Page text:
Berlioz: L'enfance du Christ ~ Davis
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Described as a `sacred trilogy', Berlioz's oratorio L'enfance du Christ began as a short piece called Shepherds' Farewell. It tells the story of the birth of Jesus and the journey of the Holy Family as they escape Bethlehem and head across Egypt to the city of Saïs. Unlike many of the composer's more flamboyant works, it is an exquisite and gentle composition scored for relatively small forces.
This is Colin Davis' third recording of Berlioz's great oratorio and it may be the best. Under his baton, the music flows without undue haste or stodgy piety. Berlioz was a consummate dramatist, even in this uncharacteristic work that often hearkens back to archaic musical forms to evoke the Biblical story. The singers are all outstanding, especially tenor Yann Beuron as the Narrator, whose pure tones and sincere delivery bring continuity to the tripartite structure. Karen Cargill as Mary and William Dazeley as Joseph bring welcome interpretive simplicity to their roles, while Matthew Rose and Peter Rose bring their ample bass instruments to such key roles such as Herod and the Householder. The LSO always plays at its best for Davis, and here it is a major attraction given the extensive orchestral sections of L'enfance du Christ. The LSO winds are especially dazzling, their "Marche Nocturne" section beautifully shaped and colored, and the remarkable inventiveness of the Part Three trio of two flutes and harp is fully brought to life. The Tenebrae Choir is as wonderful; its singing of the "Shepherd's Farewell" moving in its dignified elegance. --Dan DavisSee all Editorial Reviews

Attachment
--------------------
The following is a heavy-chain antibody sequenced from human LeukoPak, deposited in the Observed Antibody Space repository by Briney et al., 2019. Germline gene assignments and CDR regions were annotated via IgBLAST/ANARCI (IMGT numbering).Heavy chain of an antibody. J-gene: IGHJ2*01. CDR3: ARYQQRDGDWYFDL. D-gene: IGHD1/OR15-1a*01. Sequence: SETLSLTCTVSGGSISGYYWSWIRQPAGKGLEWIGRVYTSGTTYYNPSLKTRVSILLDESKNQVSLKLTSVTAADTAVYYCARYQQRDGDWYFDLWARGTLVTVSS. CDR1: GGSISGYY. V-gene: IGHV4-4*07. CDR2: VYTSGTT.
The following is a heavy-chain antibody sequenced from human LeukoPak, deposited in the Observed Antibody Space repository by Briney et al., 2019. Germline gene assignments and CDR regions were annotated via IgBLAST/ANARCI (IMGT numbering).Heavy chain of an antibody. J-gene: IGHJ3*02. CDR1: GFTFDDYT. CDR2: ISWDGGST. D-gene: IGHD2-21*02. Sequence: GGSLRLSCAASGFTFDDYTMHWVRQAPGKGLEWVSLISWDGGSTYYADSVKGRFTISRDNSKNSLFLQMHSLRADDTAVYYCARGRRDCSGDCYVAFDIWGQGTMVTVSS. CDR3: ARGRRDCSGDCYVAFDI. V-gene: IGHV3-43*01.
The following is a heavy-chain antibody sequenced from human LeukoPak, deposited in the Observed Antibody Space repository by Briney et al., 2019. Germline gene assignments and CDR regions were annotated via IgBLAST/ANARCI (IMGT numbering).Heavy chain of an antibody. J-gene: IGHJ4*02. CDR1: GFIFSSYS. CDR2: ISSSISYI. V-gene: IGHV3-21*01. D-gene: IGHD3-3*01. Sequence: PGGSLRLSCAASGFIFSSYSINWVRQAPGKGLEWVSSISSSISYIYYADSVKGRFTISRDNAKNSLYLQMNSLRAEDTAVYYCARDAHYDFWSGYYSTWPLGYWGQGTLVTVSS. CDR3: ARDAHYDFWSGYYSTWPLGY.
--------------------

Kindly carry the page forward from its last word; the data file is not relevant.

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The 2 disc set is excellent value and I have no hesitation in recommending it.
I also take issue with the other reviewer's comments about Karen Cargill, the Mary (or Marie). For my money, she's a wonderful Berlioz singer - e.g., her performance as Anna in the Metropolitan's production of Les Troyens and her outstanding recording of Les Nuits d'Éte (also on the LSO label), and I think she excels here. Unfortunately, the other singers drag her down (particularly the Joseph, whose vibrato was extremely off-putting), and in my very humble opinion Sir Colin didn't help much. As with his recording of the Verdi Requiem a few years ago, even a brilliant conductor has an off day once in a while.
Instead, he gives us a seasoned, quietly emotional reading that becomes deeper and more moving as it proceeds. Charles Munch held sway with his 1956 recording on RCA because of its impetuosity. Davis holds sway here with his authority. Tempos are fairly measured, but that's a superficial thing. What matters is that the music remains engrossing from beginning to end. The singers, even those without a French background, handle the language well (although the Mary and Joseph are comparatively weak singers), and the LSO, caught in wonderful sound, play with total conviction, perhaps more than on any previous version. The Amazon reviewer may have something here when he calls this autumnal reading the best of Davis's three recordings.